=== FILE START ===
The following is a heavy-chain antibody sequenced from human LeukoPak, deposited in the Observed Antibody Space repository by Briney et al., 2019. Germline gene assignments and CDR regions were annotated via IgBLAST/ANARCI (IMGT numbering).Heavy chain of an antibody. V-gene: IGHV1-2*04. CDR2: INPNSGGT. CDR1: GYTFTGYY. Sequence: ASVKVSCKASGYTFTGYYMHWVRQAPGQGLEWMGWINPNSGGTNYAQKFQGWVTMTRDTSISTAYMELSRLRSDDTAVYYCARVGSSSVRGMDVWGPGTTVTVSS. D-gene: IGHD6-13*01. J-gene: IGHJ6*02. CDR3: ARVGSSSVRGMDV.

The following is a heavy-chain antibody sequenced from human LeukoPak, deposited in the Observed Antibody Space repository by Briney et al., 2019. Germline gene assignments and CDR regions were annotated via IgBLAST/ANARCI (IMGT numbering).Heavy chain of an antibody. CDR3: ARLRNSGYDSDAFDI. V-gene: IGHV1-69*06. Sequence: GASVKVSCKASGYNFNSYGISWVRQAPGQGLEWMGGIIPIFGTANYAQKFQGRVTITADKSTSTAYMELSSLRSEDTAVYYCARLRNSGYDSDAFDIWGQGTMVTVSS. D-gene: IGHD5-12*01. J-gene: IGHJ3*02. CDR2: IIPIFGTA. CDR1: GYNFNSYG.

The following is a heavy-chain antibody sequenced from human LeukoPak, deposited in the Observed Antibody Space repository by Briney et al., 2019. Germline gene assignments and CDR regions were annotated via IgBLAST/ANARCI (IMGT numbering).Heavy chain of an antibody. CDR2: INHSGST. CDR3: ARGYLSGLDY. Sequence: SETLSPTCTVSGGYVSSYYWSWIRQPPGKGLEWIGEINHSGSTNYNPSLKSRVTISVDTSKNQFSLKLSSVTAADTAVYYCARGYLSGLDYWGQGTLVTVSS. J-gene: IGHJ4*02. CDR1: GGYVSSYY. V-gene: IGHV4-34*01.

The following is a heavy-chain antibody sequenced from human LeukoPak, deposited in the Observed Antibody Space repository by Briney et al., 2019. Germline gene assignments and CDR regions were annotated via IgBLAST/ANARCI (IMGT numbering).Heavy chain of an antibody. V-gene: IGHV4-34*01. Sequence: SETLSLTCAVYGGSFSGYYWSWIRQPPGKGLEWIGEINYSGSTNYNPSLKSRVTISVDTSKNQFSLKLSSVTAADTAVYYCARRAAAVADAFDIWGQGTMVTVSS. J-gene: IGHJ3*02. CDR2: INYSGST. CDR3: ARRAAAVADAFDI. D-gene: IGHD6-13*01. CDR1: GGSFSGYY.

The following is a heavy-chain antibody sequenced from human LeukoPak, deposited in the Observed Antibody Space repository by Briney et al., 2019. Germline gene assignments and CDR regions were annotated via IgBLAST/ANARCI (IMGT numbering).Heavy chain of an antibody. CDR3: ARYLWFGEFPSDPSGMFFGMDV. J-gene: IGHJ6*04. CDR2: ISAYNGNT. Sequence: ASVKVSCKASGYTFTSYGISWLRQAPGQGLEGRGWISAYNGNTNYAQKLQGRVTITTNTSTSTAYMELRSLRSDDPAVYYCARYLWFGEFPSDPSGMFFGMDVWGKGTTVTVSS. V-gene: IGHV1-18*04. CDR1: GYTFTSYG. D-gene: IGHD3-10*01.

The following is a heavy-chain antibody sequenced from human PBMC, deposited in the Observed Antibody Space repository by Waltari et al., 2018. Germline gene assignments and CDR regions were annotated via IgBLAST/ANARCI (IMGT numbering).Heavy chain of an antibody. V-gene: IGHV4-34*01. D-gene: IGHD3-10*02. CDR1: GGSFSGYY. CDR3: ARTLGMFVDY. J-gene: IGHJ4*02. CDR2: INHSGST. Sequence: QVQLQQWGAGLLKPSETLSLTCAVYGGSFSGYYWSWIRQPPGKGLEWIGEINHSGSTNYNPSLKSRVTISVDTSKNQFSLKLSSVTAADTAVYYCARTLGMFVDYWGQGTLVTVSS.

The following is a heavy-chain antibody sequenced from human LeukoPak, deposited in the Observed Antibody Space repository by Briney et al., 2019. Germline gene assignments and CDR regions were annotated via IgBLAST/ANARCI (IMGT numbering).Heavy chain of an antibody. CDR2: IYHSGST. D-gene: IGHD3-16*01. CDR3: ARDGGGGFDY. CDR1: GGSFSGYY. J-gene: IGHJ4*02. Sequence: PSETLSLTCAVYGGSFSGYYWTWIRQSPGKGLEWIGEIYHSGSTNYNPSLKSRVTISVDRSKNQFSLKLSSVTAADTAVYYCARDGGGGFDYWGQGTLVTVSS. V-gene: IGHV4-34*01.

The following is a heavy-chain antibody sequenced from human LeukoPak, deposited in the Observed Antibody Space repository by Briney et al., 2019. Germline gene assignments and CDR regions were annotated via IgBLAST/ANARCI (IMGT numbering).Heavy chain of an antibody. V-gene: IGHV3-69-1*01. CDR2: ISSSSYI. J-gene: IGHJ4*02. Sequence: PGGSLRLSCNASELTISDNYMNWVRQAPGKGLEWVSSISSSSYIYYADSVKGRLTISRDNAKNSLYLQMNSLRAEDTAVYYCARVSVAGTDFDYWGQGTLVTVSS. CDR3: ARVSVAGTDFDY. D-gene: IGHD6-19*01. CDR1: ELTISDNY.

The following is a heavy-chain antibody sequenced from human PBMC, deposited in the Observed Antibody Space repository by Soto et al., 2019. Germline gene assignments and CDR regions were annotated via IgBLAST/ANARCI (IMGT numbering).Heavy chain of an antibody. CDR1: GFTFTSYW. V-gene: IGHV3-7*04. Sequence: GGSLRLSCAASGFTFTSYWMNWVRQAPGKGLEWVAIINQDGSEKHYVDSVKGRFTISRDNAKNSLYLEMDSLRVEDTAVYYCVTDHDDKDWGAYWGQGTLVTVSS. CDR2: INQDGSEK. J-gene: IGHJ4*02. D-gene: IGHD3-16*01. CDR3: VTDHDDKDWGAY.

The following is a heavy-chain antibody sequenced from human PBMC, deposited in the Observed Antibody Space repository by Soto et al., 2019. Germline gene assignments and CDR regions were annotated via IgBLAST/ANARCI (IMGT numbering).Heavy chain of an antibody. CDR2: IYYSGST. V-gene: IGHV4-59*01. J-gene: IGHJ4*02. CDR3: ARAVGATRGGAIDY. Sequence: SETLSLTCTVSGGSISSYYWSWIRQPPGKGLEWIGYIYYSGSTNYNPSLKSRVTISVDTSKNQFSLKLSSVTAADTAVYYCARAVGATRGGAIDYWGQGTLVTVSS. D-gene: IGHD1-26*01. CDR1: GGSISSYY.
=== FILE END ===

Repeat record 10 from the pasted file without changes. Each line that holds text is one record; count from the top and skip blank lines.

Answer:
The following is a heavy-chain antibody sequenced from human PBMC, deposited in the Observed Antibody Space repository by Soto et al., 2019. Germline gene assignments and CDR regions were annotated via IgBLAST/ANARCI (IMGT numbering).Heavy chain of an antibody. CDR2: IYYSGST. V-gene: IGHV4-59*01. J-gene: IGHJ4*02. CDR3: ARAVGATRGGAIDY. Sequence: SETLSLTCTVSGGSISSYYWSWIRQPPGKGLEWIGYIYYSGSTNYNPSLKSRVTISVDTSKNQFSLKLSSVTAADTAVYYCARAVGATRGGAIDYWGQGTLVTVSS. D-gene: IGHD1-26*01. CDR1: GGSISSYY.